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Duel Outside a Castle. Sogdian mural from Panjakent
A larger image of this Wall-painting: Duel Outside a Castle. Piandjikent, early 8th century AD. State Hermitage Museum, St. Petersburg.
Painting with glue paints on dry loess plaster
First half of the 8th century
Penjikent. Sector XXII, room 1
Accession: from excavations in 1967
State Hermitage Museum, St. Petersburg.
The theme of the painting, as one can assume, was some kind of epic narrative, which consisted of a number of separate episodes. This fragment is the outcome of a duel between two characters. The scene takes place at the walls of the castle, to the left of which is a tree with three large leaves. In the foreground are two warriors - one of them, dressed in chain mail, knocked his opponent to the ground, crushing him with his knee. The castle wall depicts the figures of two women throwing stones at the attacker, one stone hit him in the shoulder. Perhaps this scene or the whole narrative is explained by the inscription made on the opening of the passage to the castle. Unfortunately, it is heavily erased and so far only a few words and the name of, apparently, one of the characters have been read.
Photo by Oleg Belaychuk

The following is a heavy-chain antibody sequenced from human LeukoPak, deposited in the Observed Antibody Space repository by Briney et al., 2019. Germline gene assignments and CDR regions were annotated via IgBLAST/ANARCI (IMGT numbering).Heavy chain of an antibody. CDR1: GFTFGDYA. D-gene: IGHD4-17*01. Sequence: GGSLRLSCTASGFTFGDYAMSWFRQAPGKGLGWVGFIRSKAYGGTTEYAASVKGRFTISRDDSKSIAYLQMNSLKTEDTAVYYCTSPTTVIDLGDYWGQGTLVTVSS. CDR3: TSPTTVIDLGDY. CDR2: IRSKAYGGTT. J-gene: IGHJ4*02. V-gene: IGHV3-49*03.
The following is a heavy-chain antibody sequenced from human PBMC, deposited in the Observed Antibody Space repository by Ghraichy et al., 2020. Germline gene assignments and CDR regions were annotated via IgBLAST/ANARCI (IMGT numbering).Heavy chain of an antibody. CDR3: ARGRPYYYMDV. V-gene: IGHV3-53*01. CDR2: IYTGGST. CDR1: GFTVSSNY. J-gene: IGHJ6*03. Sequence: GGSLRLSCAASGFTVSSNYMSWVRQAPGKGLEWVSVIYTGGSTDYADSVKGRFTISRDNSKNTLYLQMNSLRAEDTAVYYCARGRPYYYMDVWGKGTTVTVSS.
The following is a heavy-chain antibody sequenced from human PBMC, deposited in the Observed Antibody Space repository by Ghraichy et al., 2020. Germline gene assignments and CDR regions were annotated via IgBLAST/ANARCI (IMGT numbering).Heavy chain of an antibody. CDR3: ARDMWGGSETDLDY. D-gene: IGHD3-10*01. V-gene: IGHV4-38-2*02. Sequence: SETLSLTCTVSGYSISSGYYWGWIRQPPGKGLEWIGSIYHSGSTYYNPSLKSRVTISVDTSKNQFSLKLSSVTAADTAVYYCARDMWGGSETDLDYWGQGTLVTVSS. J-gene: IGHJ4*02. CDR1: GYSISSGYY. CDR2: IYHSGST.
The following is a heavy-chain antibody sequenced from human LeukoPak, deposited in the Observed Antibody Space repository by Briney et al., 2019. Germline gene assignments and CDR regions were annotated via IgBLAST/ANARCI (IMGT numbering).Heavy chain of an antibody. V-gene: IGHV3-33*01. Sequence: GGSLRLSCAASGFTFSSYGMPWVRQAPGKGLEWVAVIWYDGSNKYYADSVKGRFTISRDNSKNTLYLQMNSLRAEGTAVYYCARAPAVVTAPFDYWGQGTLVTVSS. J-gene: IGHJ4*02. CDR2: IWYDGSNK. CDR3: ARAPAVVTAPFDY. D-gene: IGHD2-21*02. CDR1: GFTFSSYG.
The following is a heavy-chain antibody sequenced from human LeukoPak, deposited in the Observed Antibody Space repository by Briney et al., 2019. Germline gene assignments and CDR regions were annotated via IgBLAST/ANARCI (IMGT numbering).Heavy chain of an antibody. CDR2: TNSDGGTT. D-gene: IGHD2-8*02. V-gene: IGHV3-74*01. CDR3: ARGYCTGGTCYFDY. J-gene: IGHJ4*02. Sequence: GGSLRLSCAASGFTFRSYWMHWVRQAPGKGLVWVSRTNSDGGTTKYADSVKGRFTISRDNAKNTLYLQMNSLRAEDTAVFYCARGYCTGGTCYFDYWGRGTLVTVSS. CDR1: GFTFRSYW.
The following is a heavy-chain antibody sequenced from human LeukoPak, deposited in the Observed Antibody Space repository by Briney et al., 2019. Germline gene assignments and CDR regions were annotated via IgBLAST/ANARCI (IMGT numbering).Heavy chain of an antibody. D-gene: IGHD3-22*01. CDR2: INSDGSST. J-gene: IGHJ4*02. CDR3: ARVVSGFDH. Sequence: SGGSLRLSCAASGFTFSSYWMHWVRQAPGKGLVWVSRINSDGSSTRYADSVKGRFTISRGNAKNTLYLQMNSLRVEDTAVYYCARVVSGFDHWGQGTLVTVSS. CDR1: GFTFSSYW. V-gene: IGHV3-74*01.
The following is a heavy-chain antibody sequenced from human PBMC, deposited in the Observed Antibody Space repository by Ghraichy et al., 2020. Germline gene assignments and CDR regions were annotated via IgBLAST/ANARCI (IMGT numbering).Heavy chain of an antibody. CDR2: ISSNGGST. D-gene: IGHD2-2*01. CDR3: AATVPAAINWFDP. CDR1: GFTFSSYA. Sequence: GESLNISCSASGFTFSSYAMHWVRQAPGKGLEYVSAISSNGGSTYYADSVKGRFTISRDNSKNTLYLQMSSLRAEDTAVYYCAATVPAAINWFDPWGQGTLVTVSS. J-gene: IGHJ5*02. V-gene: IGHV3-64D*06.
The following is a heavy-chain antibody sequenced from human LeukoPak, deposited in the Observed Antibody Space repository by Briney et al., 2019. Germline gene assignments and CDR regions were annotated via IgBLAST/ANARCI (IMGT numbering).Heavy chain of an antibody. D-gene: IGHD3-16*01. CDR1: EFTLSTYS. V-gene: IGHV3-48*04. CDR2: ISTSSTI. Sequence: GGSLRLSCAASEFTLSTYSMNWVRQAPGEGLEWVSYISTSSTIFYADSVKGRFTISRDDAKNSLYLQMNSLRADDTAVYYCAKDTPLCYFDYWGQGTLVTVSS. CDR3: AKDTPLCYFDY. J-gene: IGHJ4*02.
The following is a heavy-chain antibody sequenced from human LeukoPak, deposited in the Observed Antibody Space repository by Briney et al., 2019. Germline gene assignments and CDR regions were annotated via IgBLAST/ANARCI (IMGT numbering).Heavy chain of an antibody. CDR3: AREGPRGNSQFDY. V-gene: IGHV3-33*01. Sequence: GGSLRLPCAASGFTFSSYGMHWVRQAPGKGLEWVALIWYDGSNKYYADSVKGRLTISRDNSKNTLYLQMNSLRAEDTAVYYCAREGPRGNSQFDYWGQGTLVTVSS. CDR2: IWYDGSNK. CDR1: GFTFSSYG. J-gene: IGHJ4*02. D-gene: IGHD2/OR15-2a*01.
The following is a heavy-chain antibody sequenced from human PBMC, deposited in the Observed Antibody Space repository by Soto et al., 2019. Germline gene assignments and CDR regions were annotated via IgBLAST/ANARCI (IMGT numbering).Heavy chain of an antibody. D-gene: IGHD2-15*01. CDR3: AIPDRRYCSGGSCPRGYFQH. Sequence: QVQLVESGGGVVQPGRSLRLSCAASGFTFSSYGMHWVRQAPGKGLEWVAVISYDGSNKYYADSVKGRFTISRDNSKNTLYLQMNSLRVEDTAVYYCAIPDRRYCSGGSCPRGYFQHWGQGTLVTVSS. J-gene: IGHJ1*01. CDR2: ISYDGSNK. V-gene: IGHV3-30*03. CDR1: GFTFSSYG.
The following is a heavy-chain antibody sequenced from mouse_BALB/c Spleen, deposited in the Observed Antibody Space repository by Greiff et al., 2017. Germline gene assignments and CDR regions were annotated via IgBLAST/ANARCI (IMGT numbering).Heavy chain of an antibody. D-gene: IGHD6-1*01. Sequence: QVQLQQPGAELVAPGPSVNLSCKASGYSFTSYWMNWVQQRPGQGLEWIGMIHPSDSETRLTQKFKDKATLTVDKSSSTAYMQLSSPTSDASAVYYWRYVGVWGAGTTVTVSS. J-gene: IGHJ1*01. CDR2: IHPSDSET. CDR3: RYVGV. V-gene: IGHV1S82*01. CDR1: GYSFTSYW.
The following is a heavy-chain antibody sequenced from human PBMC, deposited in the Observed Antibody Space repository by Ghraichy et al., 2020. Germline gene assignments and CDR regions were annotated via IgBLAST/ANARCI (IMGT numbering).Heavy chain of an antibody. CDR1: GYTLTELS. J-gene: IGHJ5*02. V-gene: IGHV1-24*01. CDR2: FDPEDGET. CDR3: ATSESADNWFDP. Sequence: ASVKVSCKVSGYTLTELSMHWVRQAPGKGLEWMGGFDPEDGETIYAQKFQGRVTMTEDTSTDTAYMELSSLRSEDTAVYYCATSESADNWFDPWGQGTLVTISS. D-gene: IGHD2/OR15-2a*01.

Fig. 51. Penjikent.
Sector XXII. Room 1, northwest corner. Drawing of the grapple fight.
In another case (room 1 of sector XXII) a warrior on horseback directs a spear into the chest of a foot warrior, who draws a sword from its scabbard.
The spearman holds the spear from below with his left and right arms bent at the elbow and extended forward and behind his back (Fig. 51).
The main purpose of the spear in battle among the Sogdians is a ramming blow with the entire mass of a heavily armed rider.
On the Panjikent wall paintings, characters dressed in chain mail are depicted repeatedly:
in room 1 of sector VI - the figure of a standard bearer on the southern wall;
on the northern wall is a kneeling figure; three figures near the chariot in the northeastern corner;
in the "blue hall" (room 41 of sector VI) - the riders of the third tier of the western wall;
warriors of the second tier;
on the western and northern walls of room 1 of sector XXII (Fig. 51).
The chainmail shirt of the Penjikent riders is always below the knee, with slits in the front and back,
thanks to which the chainmail did not interfere with sitting in the saddle. The cuts were full of odor, so the dismounted warrior was reliably protected from impact.
The upper part of the chainmail was tight to the body. The chainmail reached the throat, and the neck was protected by a chainmail aventail extending from the helmet.
Chainmail sleeves usually covered three-quarters of the arms, followed by plate bracers (Figs. 51 and 57).
Source: V. I. Raspopova, Metal products of early medieval Sogd, 1980.
Referenced as figure 430 in The military technology of classical Islam by D Nicolle
430. Fresco from Piandjikent Reception Hall XII/1, 7th-8th centuries AD, Transoxanian, Hermitage, Leningrad (Aka S, Yaku)
Also interpreted as a Warrior in full mail armour assisting a prostrate man. Sogdian mural from Panjakent.
Back to Sogdian murals from Panjakent, 6th-8th Centuries